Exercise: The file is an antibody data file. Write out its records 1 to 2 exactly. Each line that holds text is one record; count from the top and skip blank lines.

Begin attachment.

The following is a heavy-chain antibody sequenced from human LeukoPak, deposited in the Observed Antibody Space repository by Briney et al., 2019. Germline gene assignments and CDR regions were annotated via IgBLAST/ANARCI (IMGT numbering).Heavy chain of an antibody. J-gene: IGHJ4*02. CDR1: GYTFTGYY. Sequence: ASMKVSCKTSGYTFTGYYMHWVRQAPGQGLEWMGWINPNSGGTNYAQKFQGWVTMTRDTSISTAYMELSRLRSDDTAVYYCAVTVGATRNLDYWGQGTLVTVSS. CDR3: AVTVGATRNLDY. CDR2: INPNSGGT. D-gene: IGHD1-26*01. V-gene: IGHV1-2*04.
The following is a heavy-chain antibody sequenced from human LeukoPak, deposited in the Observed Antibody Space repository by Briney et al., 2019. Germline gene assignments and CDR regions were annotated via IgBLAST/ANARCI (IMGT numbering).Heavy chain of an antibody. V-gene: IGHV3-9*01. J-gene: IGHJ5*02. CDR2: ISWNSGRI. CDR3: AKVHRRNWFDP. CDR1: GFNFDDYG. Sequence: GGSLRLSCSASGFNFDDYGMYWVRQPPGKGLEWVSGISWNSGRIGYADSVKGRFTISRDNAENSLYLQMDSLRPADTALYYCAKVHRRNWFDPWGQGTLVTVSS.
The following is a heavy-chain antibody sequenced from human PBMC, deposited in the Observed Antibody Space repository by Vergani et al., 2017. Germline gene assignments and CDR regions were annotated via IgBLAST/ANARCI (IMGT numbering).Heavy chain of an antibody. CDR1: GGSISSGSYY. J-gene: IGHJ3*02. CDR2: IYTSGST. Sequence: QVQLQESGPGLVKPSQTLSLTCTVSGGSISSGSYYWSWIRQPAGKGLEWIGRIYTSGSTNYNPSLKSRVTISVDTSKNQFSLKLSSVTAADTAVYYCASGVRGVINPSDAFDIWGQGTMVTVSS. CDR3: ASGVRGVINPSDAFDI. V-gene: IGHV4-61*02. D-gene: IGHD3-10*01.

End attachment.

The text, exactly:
The following is a heavy-chain antibody sequenced from human LeukoPak, deposited in the Observed Antibody Space repository by Briney et al., 2019. Germline gene assignments and CDR regions were annotated via IgBLAST/ANARCI (IMGT numbering).Heavy chain of an antibody. J-gene: IGHJ4*02. CDR1: GYTFTGYY. Sequence: ASMKVSCKTSGYTFTGYYMHWVRQAPGQGLEWMGWINPNSGGTNYAQKFQGWVTMTRDTSISTAYMELSRLRSDDTAVYYCAVTVGATRNLDYWGQGTLVTVSS. CDR3: AVTVGATRNLDY. CDR2: INPNSGGT. D-gene: IGHD1-26*01. V-gene: IGHV1-2*04.
The following is a heavy-chain antibody sequenced from human LeukoPak, deposited in the Observed Antibody Space repository by Briney et al., 2019. Germline gene assignments and CDR regions were annotated via IgBLAST/ANARCI (IMGT numbering).Heavy chain of an antibody. V-gene: IGHV3-9*01. J-gene: IGHJ5*02. CDR2: ISWNSGRI. CDR3: AKVHRRNWFDP. CDR1: GFNFDDYG. Sequence: GGSLRLSCSASGFNFDDYGMYWVRQPPGKGLEWVSGISWNSGRIGYADSVKGRFTISRDNAENSLYLQMDSLRPADTALYYCAKVHRRNWFDPWGQGTLVTVSS.